This is the message of the Gospel. There is only one hope: Light has come into the world, but men loved darkness instead of light because their deeds were evil. These last few verses teach us essentially one thing: You are either walking in the light or you are not. You either hope to conceal your evil deeds by hating the light or you come out into the full blaze of his glory that your deeds may be seen—that they have been done through God. Sadly, many in this world still cling to evil. It’s hard to fathom; difficult to comprehend. Men revel in their evil deeds and love darkness. All the while darkness enslaves men, holds them hostage, makes them mere puppets and here’s what’s worse: Evil does not take men and women captive because evil has an agenda for evil’s sake. No, evil takes hold of men and women in order that men and women will continue to reject God and be condemned. Evil is just a means to an end not an end itself. The end is to have people reject light, hate light, reject God’s One and Only Son. The ultimate evil is the ongoing rejection of Jesus Christ.
Here’s what we know. God sent his Son, His one and only Son, into the world to save people who, despite God’s demonstration of love for them, choose to perish, choose to do evil, choose to be condemned, and choose to hate the light. This is our argument: We’d rather live in utter and complete misery than to submit to the Crucified Lord. And here’s the irony, God did not send his Son into the world to condemn the world, but to save the world. But not humans, we are far too content with our misery, with the darkness, with our condemnation. Bohoeffer’s words are ever true: He was a rejected Lord. Folks think Jesus is here to make life difficult and complicated. Jesus came to make life simpler by removing the burden of our slavery to the flesh. This is exactly why the cross must be at the center of our proclamation. Until people see in the cross their utter failure, their utter lostness, their utter condemnation, all their sin, they will never be united to God. The cross must be preached, and this is why Jesus preached it (in verses 14-15). People must be confronted by the cross because only in the cross are people confronted with the darkness and suffocating nature of their sin and their slavery to it. If people do not see the crucified Jesus they will never recognize themselves for who they truly are apart from him.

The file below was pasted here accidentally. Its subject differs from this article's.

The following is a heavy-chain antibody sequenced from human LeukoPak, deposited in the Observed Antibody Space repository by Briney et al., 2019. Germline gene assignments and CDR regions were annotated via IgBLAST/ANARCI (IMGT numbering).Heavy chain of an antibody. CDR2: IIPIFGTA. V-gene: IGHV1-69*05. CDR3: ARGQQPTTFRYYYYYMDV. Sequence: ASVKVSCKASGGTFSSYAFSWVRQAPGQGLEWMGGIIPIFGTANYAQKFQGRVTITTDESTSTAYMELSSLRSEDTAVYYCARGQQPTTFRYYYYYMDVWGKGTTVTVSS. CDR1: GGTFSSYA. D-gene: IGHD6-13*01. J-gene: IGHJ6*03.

What’s ironic here is that Jesus says this: For God so loved the World that He sent His One and Only Son that whoever believes in Him shall not perish but have eternal life. The irony? God knew all about man: His rejection of the Light, his condemnation, his persistence in loving darkness, his hatred of the light—indeed, God knew all this about man, and sent His One and Only anyhow. He sent His Son despite what He knew about man; He sent His Son precisely because of what He knew about Man. Even more ironic is tha tall He asks from us is Belief.
I hope your 10th Day of 90 was Blessed!
Soli Deo Gloria!